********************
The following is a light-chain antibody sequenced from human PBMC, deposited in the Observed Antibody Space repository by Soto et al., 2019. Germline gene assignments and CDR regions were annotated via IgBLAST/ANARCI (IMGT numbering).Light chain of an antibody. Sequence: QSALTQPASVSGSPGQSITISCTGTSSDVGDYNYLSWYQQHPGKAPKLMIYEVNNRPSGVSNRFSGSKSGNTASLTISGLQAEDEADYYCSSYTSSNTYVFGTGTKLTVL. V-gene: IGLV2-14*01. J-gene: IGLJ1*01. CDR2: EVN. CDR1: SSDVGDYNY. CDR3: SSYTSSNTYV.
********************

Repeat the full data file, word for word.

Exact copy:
The following is a light-chain antibody sequenced from human PBMC, deposited in the Observed Antibody Space repository by Soto et al., 2019. Germline gene assignments and CDR regions were annotated via IgBLAST/ANARCI (IMGT numbering).Light chain of an antibody. Sequence: QSALTQPASVSGSPGQSITISCTGTSSDVGDYNYLSWYQQHPGKAPKLMIYEVNNRPSGVSNRFSGSKSGNTASLTISGLQAEDEADYYCSSYTSSNTYVFGTGTKLTVL. V-gene: IGLV2-14*01. J-gene: IGLJ1*01. CDR2: EVN. CDR1: SSDVGDYNY. CDR3: SSYTSSNTYV.